Pretty Darned Good in Texas!

Everett Johnson
No two ways about it, 2012 has been a good year along the Texas coast. Thank the Lord we had no hurricanes. Our state's economy is way ahead of the national average and coastal anglers are taking advantage. Coastal businesses are thriving. Texans should count their blessings.

Fishing will always have ups and downs and the weather doesn't always cooperate, overall though, I think we had a pretty decent year. The guys up at Sabine and Galveston Bays had a banner year with all the big-three fighting for the spotlight trout, reds and flounder. Trout fishing on the middle coast improved over what we saw in the several years previous, our reds were steady and our flounder are plentiful and bigger by the season. I have no clue why the lower coast went into a slump during summer and mine isn't the only head that got scratched bald trying to understand it. Coastal Fisheries says the fish are still there and November fishing reports are much improved. Theories for the sudden lull included too windy, too hot for too long, too much boat traffic, and some I cannot repeat. Whatever happened; I'm willing to bet the lower coast will have a jam-up year in 2013 with lots of big trout and plenty reds and flounder.

Practicing good conservation is the best basic plan for future success, but another primary key to our continued good coastal fishing is obviously the long-term weather patterns. Freshwater inflow is almost never a problem on the upper coast, except when too much. The middle coast trout picture is still a little out of focus, due in part to the effect of prolonged drought. No doubt our 2013 success would be enhanced with a couple flushes between now and early spring. The inconvenience of "freshed out bays" lasts but a few weeks whereas a good flush works its magic for a year or more. During summer we worry sick over tropical storms; in winter we want it cold enough to kickoff the seasonal patterns but no deep freezes, please.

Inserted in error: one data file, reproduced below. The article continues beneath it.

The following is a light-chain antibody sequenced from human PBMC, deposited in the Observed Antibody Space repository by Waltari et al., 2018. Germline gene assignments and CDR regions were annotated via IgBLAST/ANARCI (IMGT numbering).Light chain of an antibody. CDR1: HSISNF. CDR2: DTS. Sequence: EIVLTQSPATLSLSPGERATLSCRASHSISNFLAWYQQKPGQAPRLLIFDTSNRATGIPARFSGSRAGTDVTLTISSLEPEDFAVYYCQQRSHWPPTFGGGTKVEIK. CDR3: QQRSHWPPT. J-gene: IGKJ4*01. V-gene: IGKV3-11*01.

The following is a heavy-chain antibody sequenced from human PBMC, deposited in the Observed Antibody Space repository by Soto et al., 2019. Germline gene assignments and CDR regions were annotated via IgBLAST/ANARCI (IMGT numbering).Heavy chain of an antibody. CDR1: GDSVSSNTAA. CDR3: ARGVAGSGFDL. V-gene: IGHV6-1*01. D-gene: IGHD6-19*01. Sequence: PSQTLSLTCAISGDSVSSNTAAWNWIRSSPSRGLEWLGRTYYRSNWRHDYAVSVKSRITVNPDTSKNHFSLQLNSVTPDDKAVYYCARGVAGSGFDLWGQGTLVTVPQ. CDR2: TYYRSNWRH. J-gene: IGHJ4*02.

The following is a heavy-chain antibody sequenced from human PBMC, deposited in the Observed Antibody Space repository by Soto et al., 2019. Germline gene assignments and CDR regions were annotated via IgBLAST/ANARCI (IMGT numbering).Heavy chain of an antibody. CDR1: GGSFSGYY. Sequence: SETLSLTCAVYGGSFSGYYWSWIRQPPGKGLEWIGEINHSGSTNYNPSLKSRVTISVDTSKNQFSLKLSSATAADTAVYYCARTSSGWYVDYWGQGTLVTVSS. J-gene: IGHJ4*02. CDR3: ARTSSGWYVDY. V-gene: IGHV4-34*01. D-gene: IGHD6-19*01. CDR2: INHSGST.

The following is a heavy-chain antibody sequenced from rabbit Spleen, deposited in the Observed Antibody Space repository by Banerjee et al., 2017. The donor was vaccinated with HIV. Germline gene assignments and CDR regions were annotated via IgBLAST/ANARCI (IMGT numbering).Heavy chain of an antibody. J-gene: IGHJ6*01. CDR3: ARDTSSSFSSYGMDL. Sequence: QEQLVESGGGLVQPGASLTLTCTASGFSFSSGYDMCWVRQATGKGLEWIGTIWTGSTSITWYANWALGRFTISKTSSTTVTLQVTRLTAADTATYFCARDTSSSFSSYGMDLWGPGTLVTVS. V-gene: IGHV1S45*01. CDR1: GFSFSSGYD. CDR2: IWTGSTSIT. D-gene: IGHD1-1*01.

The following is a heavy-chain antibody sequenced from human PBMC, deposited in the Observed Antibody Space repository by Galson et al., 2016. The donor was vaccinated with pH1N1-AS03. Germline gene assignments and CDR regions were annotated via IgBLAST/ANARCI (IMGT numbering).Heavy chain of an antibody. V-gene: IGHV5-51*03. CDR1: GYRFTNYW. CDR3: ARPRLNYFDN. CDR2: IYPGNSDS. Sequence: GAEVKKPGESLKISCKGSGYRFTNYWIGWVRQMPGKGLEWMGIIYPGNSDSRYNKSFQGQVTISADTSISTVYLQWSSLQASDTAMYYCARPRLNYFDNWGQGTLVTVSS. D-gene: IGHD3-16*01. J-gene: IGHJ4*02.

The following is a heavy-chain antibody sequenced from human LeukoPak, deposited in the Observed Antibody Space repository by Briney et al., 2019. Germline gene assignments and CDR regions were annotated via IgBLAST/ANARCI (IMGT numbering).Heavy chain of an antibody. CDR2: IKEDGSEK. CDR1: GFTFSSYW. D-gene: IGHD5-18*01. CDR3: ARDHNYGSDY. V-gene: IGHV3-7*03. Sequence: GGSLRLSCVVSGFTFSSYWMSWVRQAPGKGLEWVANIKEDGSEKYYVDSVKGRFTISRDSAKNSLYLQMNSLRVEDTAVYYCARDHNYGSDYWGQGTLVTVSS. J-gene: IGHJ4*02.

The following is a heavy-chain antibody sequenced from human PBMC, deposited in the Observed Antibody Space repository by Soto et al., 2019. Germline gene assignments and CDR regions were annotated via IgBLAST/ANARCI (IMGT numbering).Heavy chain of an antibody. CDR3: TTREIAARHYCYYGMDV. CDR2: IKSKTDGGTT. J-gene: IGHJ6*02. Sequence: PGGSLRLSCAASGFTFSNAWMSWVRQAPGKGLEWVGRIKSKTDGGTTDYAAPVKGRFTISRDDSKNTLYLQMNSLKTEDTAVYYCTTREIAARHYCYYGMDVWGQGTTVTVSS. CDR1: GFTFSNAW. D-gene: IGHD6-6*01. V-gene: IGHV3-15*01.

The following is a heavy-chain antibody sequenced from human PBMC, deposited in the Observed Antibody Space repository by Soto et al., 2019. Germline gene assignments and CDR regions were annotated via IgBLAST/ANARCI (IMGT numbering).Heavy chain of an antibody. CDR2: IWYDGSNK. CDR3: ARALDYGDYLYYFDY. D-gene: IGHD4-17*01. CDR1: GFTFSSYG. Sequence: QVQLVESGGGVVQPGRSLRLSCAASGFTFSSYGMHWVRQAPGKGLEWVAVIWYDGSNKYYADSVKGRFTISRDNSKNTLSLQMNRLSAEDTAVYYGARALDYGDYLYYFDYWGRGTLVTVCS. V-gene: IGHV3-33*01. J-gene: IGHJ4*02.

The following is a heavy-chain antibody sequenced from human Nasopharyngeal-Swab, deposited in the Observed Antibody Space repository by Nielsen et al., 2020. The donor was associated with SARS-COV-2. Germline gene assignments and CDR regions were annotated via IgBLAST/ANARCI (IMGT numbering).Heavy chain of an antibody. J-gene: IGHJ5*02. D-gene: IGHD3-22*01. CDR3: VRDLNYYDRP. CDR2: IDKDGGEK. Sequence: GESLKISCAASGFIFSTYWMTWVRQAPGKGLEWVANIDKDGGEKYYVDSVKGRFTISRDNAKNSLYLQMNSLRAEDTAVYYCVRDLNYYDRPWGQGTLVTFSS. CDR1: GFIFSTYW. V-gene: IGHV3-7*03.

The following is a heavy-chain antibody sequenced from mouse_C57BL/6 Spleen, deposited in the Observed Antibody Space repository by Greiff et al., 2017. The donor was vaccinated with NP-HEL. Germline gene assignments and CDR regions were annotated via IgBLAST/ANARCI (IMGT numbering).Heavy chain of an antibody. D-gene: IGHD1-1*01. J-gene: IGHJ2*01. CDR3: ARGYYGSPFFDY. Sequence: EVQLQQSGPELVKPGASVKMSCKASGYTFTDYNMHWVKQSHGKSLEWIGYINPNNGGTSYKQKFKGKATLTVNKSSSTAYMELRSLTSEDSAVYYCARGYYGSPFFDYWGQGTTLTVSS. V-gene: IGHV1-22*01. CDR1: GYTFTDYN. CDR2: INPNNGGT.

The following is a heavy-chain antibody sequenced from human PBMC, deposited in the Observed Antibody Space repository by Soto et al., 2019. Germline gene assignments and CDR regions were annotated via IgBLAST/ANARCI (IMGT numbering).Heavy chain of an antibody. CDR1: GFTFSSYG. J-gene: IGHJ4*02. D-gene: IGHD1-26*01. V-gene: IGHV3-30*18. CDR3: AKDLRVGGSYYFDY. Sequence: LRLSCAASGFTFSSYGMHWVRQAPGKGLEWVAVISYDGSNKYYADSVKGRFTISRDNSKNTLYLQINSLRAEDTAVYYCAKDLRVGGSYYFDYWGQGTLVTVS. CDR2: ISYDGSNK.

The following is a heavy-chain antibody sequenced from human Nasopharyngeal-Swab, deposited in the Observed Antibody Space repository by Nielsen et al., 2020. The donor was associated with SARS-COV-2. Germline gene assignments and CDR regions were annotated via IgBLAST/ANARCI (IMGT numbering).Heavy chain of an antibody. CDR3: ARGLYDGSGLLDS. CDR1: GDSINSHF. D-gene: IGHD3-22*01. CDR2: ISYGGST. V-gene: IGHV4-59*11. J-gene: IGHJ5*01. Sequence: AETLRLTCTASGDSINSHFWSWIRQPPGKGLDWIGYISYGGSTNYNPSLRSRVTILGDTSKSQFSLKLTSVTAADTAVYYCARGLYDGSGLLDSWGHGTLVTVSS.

Even though highly influenced by weather; good fishing and all that goes into creating it, will never come as an accident. Our coast teems with fish because our fisheries are well managed. I get to fish in other Gulf states as well as a few places along the Atlantic coast. Nowhere do I see coastal economies thriving like ours and nowhere do I catch as many fish as in Texas.

I think we owe this to the excellent conservation efforts of CCA Texas and the management effort contributed by TPWD Coastal Fisheries. Florida beats out Texas by a nose in recreational saltwater participation, but their miles of tidal coastline is 2.5 times greater than ours. So you'd think their inshore fisheries would be under less pressure and therefore offering consistently better fishing. Well, if it's over there I haven't found it, and it makes me think it's all about the management plan.

Texans are blessed to have such great coastal fishing and we all need to do our part to make sure our kids and grandkids can say the same. Your personal conservation effort will guarantee that it happens.

Merry Christmas Let's Go Fishing!